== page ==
Foliar Feeding 101
- Is foliar feeding the same as foliar spraying? Yes!
- Should I foliar spray plants? Yes!
- Can I foliar spray in veg and bloom phases? Yes all through veg but only up to 14 days in bloom.
- Why can’t I foliar spray all through bloom? You risk premature browning of pistils and bud mold!
- Should I always add a wetting / delivery agent to my foliar spray? Yes! Saturator is designed to make nutrients, pesticides and fungicides more effective when sprayed on to leaves!
- Can I foliar spray clones or cuttings? Yes! But make sure to use a dilute spray!
- Will foliar spraying correct visible elemental deficiencies fast? Yes!
- Can I replace root feeding with foliar spraying? No! It’s best to do both together.
- How often should I foliar spray my plants? Once a week in fine. See our feed charts.
- What’s the best pH for foliar spraying? 6.0 - 7.0 is a good pH range.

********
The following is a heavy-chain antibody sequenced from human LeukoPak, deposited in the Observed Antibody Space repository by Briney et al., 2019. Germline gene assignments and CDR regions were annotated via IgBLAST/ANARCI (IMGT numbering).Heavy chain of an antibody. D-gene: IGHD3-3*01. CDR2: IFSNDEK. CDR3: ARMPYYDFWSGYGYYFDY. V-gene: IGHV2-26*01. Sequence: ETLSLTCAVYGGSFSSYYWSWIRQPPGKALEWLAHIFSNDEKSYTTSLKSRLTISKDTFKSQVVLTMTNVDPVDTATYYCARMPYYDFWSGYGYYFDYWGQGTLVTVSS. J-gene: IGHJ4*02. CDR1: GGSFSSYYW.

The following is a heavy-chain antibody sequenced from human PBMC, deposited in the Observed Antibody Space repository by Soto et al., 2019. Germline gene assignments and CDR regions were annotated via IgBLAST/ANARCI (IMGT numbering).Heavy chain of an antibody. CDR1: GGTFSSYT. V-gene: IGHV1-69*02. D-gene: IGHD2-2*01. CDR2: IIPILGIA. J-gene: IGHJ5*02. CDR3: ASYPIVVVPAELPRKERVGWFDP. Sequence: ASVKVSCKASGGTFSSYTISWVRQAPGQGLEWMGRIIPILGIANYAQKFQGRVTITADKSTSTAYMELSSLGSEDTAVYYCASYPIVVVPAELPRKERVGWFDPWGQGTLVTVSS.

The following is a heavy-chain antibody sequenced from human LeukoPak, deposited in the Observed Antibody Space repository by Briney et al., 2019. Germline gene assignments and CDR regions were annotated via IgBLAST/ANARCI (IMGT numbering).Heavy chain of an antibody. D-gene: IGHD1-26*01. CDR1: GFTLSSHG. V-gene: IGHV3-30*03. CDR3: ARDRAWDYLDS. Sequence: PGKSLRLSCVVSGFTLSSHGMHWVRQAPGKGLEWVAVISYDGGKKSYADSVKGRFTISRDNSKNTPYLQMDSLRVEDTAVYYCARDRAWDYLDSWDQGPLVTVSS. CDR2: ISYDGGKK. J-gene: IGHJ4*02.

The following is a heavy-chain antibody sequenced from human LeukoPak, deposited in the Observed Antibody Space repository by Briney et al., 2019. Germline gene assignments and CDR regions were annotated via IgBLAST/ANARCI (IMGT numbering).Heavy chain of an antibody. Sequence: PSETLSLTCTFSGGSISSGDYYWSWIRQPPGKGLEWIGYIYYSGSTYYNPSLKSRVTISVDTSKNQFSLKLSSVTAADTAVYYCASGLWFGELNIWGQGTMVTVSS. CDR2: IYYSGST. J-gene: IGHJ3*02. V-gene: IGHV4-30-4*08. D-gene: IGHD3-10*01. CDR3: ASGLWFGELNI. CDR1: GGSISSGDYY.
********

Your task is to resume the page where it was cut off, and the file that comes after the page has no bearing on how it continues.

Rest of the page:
- Should I spray the top and bottom of my leaves? Yes!
- How much should I foliar spray on the leaves? Just until you get a slight runoff.
When plants are faced with conditions of limited or unbalanced media nutrient availability or sudden elemental deficiencies due to pH fluctuation etc, feeding plants conventionally through the roots may not provide nutritive repair rapidly enough. In these situations, an alternative fast-acting method of providing the much needed nutrients required is called for. Foliar feeding or spraying is a technique in which nutrient solution is applied directly to the plants leaves and is the best method for achieving this rapid nutrient absorption into the plant. While being the center of much debate, foliar feeding has been shown scientifically to significantly improve plant health and yields through the increased absorption of essential elements.
Definitive evidence supporting the benefits of foliar nutrient applications arose in the early 1950’s through the work of H.B Tukey and S.H. Wittwer, et al. at Michigan State University. Their studies included radioisotope tagging of several essential plant nutrients which were then applied via foliar and root methods. The results were astonishing - the efficiency of nutrient use for foliar applications was nearly 95% compared to only 10% efficiency observed in root applications. The translocation (movement) of these radioisotopes throughout the plant was observed at a rate of approximately 1 foot per hour.